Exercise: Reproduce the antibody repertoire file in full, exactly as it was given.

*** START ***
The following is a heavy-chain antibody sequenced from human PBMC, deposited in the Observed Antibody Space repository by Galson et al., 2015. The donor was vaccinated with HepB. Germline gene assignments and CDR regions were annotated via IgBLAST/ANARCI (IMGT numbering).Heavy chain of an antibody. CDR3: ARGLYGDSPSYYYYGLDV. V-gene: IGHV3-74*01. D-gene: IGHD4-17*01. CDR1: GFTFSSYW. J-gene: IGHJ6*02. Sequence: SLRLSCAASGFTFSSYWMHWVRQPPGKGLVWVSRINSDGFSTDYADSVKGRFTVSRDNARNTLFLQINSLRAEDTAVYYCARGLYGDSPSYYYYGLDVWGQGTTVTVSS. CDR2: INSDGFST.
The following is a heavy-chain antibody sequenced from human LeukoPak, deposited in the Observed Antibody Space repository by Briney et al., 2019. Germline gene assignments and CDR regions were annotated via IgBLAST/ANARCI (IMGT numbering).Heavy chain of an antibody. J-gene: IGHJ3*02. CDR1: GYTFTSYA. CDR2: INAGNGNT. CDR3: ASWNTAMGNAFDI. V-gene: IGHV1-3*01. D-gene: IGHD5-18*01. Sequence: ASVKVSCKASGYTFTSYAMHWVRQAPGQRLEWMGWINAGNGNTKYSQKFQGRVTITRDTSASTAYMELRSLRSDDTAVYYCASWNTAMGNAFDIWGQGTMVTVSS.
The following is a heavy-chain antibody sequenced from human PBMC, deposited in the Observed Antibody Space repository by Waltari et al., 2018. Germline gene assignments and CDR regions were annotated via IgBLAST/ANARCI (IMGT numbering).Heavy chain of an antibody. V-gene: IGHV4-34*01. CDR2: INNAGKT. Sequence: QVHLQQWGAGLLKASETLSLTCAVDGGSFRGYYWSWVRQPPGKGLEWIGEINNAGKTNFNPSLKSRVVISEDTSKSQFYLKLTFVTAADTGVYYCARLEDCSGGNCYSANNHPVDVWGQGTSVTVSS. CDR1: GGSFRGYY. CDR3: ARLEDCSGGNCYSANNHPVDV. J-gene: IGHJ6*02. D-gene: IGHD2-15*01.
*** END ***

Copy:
The following is a heavy-chain antibody sequenced from human PBMC, deposited in the Observed Antibody Space repository by Galson et al., 2015. The donor was vaccinated with HepB. Germline gene assignments and CDR regions were annotated via IgBLAST/ANARCI (IMGT numbering).Heavy chain of an antibody. CDR3: ARGLYGDSPSYYYYGLDV. V-gene: IGHV3-74*01. D-gene: IGHD4-17*01. CDR1: GFTFSSYW. J-gene: IGHJ6*02. Sequence: SLRLSCAASGFTFSSYWMHWVRQPPGKGLVWVSRINSDGFSTDYADSVKGRFTVSRDNARNTLFLQINSLRAEDTAVYYCARGLYGDSPSYYYYGLDVWGQGTTVTVSS. CDR2: INSDGFST.
The following is a heavy-chain antibody sequenced from human LeukoPak, deposited in the Observed Antibody Space repository by Briney et al., 2019. Germline gene assignments and CDR regions were annotated via IgBLAST/ANARCI (IMGT numbering).Heavy chain of an antibody. J-gene: IGHJ3*02. CDR1: GYTFTSYA. CDR2: INAGNGNT. CDR3: ASWNTAMGNAFDI. V-gene: IGHV1-3*01. D-gene: IGHD5-18*01. Sequence: ASVKVSCKASGYTFTSYAMHWVRQAPGQRLEWMGWINAGNGNTKYSQKFQGRVTITRDTSASTAYMELRSLRSDDTAVYYCASWNTAMGNAFDIWGQGTMVTVSS.
The following is a heavy-chain antibody sequenced from human PBMC, deposited in the Observed Antibody Space repository by Waltari et al., 2018. Germline gene assignments and CDR regions were annotated via IgBLAST/ANARCI (IMGT numbering).Heavy chain of an antibody. V-gene: IGHV4-34*01. CDR2: INNAGKT. Sequence: QVHLQQWGAGLLKASETLSLTCAVDGGSFRGYYWSWVRQPPGKGLEWIGEINNAGKTNFNPSLKSRVVISEDTSKSQFYLKLTFVTAADTGVYYCARLEDCSGGNCYSANNHPVDVWGQGTSVTVSS. CDR1: GGSFRGYY. CDR3: ARLEDCSGGNCYSANNHPVDV. J-gene: IGHJ6*02. D-gene: IGHD2-15*01.